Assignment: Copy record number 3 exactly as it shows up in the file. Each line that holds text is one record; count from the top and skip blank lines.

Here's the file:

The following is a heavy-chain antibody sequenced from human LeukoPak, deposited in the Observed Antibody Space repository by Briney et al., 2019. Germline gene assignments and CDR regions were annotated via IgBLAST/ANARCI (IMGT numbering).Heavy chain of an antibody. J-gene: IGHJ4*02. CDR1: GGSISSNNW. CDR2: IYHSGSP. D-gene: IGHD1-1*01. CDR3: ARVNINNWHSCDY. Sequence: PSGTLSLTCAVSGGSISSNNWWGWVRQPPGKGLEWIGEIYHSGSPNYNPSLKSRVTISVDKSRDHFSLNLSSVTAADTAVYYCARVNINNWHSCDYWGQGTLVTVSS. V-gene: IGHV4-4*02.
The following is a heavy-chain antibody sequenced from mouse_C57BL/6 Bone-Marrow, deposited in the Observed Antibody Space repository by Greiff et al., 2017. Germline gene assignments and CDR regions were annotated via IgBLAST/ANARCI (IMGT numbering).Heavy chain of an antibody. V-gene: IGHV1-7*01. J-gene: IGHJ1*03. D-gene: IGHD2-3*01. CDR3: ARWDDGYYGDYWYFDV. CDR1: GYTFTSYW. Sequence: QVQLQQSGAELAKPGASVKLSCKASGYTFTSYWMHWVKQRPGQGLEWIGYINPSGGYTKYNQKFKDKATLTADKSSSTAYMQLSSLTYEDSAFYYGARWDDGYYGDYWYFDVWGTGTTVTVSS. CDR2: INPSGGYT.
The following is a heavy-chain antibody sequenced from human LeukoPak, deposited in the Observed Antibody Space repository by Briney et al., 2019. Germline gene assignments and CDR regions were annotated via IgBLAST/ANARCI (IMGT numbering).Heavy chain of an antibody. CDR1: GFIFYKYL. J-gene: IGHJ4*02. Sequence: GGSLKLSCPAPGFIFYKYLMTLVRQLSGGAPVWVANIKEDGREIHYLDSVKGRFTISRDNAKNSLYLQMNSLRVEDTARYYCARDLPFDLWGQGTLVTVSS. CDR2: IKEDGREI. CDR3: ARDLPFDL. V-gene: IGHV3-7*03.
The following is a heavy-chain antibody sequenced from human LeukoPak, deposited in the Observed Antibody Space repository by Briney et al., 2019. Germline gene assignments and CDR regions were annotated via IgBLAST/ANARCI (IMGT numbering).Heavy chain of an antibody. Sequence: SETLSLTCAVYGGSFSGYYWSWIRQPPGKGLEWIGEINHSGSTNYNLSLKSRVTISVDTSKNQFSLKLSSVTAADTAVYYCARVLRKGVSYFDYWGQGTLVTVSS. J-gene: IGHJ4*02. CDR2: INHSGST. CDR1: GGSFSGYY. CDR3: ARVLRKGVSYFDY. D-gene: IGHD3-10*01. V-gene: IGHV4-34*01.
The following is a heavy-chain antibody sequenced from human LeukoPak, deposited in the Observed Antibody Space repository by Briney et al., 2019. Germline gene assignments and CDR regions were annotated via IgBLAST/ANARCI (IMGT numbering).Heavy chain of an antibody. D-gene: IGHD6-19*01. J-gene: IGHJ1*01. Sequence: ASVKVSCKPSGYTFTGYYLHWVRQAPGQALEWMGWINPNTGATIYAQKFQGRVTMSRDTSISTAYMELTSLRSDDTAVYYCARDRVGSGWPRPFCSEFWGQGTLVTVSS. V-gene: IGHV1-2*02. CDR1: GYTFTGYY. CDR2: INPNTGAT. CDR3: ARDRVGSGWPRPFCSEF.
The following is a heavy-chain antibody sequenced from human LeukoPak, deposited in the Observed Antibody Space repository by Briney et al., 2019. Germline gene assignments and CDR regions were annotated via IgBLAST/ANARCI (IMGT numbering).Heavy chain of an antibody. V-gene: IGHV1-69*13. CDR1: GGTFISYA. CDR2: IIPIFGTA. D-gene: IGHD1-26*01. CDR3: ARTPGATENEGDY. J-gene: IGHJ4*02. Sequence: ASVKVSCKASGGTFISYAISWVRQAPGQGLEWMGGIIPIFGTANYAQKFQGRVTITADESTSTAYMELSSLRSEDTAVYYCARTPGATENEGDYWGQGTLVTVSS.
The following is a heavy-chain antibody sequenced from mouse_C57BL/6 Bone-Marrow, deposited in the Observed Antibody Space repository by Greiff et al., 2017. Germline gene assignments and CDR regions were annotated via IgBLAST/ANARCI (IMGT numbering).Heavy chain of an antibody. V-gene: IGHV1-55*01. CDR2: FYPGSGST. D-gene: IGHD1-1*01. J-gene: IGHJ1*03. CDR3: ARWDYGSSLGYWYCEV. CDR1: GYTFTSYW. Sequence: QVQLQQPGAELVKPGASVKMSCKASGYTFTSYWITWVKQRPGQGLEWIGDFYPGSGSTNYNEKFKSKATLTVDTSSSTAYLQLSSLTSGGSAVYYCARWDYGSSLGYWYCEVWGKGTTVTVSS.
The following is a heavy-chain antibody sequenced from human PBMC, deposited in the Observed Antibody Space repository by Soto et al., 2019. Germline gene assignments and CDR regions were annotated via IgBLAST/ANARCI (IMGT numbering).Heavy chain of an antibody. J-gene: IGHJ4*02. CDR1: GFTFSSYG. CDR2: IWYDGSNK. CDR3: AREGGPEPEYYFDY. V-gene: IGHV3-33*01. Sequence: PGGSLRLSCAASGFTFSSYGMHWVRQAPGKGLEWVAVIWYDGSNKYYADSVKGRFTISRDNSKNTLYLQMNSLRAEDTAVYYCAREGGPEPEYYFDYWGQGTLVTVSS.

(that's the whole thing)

The following is a heavy-chain antibody sequenced from human LeukoPak, deposited in the Observed Antibody Space repository by Briney et al., 2019. Germline gene assignments and CDR regions were annotated via IgBLAST/ANARCI (IMGT numbering).Heavy chain of an antibody. CDR1: GFIFYKYL. J-gene: IGHJ4*02. Sequence: GGSLKLSCPAPGFIFYKYLMTLVRQLSGGAPVWVANIKEDGREIHYLDSVKGRFTISRDNAKNSLYLQMNSLRVEDTARYYCARDLPFDLWGQGTLVTVSS. CDR2: IKEDGREI. CDR3: ARDLPFDL. V-gene: IGHV3-7*03.